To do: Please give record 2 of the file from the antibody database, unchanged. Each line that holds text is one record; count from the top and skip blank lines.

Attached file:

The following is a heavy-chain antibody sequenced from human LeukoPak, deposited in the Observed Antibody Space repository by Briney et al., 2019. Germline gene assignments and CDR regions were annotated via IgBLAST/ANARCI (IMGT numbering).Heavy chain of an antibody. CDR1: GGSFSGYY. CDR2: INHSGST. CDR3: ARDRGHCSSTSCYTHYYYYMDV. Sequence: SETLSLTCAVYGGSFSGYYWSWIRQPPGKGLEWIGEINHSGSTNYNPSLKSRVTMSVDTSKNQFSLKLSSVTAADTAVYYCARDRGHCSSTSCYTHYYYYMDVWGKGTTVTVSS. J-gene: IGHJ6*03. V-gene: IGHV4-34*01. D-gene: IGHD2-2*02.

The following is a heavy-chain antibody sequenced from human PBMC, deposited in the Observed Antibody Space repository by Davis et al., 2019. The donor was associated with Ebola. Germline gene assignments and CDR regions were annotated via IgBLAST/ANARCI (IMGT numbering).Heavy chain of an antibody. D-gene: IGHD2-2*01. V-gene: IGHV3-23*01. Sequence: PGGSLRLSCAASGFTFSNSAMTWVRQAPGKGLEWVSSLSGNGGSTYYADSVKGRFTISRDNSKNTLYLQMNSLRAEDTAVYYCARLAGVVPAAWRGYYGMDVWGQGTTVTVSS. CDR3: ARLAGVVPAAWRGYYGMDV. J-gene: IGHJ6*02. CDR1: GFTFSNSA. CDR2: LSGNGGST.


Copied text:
The following is a heavy-chain antibody sequenced from human PBMC, deposited in the Observed Antibody Space repository by Davis et al., 2019. The donor was associated with Ebola. Germline gene assignments and CDR regions were annotated via IgBLAST/ANARCI (IMGT numbering).Heavy chain of an antibody. D-gene: IGHD2-2*01. V-gene: IGHV3-23*01. Sequence: PGGSLRLSCAASGFTFSNSAMTWVRQAPGKGLEWVSSLSGNGGSTYYADSVKGRFTISRDNSKNTLYLQMNSLRAEDTAVYYCARLAGVVPAAWRGYYGMDVWGQGTTVTVSS. CDR3: ARLAGVVPAAWRGYYGMDV. J-gene: IGHJ6*02. CDR1: GFTFSNSA. CDR2: LSGNGGST.